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Cascading hazards workshop.

Developing a coastal megacity catchment observatory

Hanoi, Vietnam
Please note new date!
May 21-25, 2018

The Workshop

Five Days for sharing research expertise and networking
21-25 May 2018
Hanoi, Vietnam

The workshop will tackle the concept of cascading human-natural hazards in the context
of a coastal megacity catchment and specifically within the Red River-Hanoi-Delta (RRHD) catchment. The RRHD provides critical supplies of food, energy, water and socio-economic resources to a population of ~30m. The potential for loss of life and livelihoods in the RRHD is significant in the face of future changes to climate, sea-level, and land-management. Multiple coupled natural and human hazards and stakeholders means that hazards may interact and cascade through the system. 

The outcome will include a strategy and roadmap for the development of a RRHD catchment
observatory, new research skills and community in both countries, and a more accessible body of research expertise, data and tools. We expect to write a synthesis paper for the journal Earth's Future (AGU/Wiley) that all Workshop participants are invited to participate and co-author.

The Workshop

About the Workshop

The Hanoi workshop is sponsored by the British Council as part of the Newton Fund Researcher Links programme 

The Newton Fund Researcher Links provides opportunities for early career researchers from the UK and Vietnam, and internationally to interact, learn from each other and explore opportunities for building long-lasting research collaborations. We are now recruiting early career researchers to participate in the Hanoi workshop.

Our vision is to enhance the economic growth of the RRHD by developing a holistic, interdisciplinary understanding of the catchment in order to provide resilience to natural-human hazards and to develop forecasts of potentially cascading hazards and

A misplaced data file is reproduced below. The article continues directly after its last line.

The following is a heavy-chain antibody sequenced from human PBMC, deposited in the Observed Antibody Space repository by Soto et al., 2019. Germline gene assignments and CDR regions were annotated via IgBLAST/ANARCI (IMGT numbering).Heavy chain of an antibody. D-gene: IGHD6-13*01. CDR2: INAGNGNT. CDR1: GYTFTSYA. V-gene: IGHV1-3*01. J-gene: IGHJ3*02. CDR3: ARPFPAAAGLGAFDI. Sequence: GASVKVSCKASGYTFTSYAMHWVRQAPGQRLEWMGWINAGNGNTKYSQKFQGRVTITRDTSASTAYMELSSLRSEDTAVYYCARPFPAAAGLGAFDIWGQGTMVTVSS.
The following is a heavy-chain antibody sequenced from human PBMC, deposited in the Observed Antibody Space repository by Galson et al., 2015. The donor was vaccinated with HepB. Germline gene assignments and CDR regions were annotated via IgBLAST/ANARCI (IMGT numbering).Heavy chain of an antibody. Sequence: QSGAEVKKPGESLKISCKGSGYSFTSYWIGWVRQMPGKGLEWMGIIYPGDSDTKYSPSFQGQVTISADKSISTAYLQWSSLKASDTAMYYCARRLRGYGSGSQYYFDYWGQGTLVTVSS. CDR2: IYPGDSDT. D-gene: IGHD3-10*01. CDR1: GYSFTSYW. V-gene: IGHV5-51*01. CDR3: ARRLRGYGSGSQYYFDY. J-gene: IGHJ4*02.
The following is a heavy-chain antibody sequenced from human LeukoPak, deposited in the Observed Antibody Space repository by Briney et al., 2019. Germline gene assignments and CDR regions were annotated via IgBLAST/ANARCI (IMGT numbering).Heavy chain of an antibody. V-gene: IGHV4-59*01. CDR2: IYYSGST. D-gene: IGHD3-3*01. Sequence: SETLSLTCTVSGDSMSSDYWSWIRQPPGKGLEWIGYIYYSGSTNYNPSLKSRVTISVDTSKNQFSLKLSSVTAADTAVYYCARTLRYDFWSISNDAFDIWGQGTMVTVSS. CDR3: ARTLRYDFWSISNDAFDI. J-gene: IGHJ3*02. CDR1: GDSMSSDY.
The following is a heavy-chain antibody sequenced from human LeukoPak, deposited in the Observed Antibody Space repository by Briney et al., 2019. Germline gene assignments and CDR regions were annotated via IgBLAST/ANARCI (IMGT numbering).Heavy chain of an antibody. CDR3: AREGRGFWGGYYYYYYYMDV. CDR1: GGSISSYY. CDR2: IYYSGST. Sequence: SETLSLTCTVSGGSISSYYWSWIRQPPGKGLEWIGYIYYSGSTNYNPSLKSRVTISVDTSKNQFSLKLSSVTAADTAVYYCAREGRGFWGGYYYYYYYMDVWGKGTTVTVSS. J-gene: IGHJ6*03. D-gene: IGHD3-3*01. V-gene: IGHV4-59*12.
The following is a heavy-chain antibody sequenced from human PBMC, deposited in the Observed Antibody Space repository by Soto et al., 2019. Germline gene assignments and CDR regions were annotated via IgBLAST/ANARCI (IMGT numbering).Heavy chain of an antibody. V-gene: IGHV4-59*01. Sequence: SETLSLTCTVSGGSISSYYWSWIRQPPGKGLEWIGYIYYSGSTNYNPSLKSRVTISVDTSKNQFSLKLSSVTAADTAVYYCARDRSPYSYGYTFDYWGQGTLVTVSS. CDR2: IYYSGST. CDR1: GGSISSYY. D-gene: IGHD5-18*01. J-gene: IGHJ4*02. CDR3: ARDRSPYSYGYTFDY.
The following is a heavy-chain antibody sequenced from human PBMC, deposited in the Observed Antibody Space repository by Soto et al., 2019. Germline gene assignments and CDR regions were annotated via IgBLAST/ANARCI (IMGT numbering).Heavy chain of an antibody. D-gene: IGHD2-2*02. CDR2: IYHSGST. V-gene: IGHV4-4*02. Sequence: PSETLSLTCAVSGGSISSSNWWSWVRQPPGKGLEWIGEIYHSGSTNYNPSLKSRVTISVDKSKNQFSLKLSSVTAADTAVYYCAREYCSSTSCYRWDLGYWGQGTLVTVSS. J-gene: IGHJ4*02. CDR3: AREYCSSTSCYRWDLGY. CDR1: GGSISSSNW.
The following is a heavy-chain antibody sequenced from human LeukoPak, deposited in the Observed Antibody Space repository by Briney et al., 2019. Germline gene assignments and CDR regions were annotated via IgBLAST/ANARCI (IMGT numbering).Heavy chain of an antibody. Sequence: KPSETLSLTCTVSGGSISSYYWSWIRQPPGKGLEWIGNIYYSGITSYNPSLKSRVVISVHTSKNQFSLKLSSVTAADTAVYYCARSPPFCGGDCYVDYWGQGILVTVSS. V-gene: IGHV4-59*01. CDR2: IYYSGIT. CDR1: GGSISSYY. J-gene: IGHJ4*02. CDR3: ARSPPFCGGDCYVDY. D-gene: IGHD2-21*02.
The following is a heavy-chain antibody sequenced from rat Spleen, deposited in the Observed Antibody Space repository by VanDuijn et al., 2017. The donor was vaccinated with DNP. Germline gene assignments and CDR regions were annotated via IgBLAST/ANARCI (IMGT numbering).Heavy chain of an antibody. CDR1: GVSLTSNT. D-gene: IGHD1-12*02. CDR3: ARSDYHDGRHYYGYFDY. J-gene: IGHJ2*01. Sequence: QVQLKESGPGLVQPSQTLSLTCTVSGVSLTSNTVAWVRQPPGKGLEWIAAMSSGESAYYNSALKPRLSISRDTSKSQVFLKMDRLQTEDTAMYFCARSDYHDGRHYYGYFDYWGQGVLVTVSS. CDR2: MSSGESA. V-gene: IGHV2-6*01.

This needs a new type of environmental observatory, co-designed by a mixture of disciplinary scientists and relevant stakeholders. The observatory will be a novel combination of hard infrastructure (data acquisition and monitoring capabilities via distributed and largely autonomous sensors) and soft infrastructure (citizen science, predictive dynamical models, human behavioural analyses).

The workshop will identify and prioritise a) the key couplings among natural- human hazards in the RRHD catchment, and b) the critical physical & socio-economic data needed to develop useful forecasts to stakeholders and the public of potential cascading hazards and impacts. Thus, the workshop has four principal themes:


  1. Examples of coupled natural-human hazards and the potential for cascading behaviour;

  2. Dynamics of complex adaptive systems and emergence of group behaviour in the
    context of natural hazards;

  3. Human behavioural and socio-economic process in the context of coupled human-natural and potentially cascading hazards;

  4. Critical data needs: physical, socio-economic, and behavioural.


Themes 1-3 will start with the best understood examples from around the world and
work towards the RRHD catchment, thus motivating further examples from the RRHD
catchment. The data theme will focus on developing the RRHD catchment observatory
firmly in the context of the drivers discussed in themes 1-3.